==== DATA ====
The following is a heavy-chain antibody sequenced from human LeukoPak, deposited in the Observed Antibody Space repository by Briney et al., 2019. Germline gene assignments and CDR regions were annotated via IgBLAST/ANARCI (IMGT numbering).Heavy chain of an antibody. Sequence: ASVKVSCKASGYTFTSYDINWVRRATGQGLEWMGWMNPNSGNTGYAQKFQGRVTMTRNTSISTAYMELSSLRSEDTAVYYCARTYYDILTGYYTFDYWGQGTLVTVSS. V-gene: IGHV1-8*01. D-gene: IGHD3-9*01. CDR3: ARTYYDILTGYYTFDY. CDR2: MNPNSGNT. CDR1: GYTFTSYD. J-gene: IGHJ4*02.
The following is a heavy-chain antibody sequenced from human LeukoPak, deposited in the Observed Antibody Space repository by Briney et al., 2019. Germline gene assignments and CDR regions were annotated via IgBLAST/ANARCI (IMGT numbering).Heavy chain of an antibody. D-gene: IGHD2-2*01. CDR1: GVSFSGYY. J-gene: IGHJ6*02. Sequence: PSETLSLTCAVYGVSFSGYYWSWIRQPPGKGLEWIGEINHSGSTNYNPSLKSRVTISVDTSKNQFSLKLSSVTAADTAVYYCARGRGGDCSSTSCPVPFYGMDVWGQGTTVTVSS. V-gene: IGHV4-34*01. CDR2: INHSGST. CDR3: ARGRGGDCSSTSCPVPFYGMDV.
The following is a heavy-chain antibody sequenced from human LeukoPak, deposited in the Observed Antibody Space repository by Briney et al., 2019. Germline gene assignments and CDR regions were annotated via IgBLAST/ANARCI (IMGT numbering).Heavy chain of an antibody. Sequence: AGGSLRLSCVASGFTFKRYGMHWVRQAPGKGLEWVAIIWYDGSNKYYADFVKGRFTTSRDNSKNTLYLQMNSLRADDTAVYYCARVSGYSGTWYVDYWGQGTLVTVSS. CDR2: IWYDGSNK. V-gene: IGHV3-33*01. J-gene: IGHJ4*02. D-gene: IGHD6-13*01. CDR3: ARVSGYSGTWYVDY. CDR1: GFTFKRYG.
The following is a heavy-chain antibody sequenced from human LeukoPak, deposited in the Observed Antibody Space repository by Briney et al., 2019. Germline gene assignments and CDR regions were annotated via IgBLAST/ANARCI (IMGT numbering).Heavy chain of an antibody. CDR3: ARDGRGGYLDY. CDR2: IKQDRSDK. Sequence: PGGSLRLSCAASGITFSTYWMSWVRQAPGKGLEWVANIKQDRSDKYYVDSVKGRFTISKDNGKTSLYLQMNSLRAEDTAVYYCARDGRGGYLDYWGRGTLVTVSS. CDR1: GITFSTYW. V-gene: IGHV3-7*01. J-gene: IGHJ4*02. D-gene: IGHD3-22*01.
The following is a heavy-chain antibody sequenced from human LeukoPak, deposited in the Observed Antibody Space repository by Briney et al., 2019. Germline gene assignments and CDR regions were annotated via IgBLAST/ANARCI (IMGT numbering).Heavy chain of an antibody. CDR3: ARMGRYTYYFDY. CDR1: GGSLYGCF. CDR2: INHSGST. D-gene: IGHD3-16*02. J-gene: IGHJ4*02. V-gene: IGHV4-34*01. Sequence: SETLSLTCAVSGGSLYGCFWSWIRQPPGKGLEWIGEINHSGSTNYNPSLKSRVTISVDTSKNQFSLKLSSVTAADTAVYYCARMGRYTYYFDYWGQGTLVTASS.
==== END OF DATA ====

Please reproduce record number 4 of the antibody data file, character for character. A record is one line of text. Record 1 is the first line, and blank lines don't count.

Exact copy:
The following is a heavy-chain antibody sequenced from human LeukoPak, deposited in the Observed Antibody Space repository by Briney et al., 2019. Germline gene assignments and CDR regions were annotated via IgBLAST/ANARCI (IMGT numbering).Heavy chain of an antibody. CDR3: ARDGRGGYLDY. CDR2: IKQDRSDK. Sequence: PGGSLRLSCAASGITFSTYWMSWVRQAPGKGLEWVANIKQDRSDKYYVDSVKGRFTISKDNGKTSLYLQMNSLRAEDTAVYYCARDGRGGYLDYWGRGTLVTVSS. CDR1: GITFSTYW. V-gene: IGHV3-7*01. J-gene: IGHJ4*02. D-gene: IGHD3-22*01.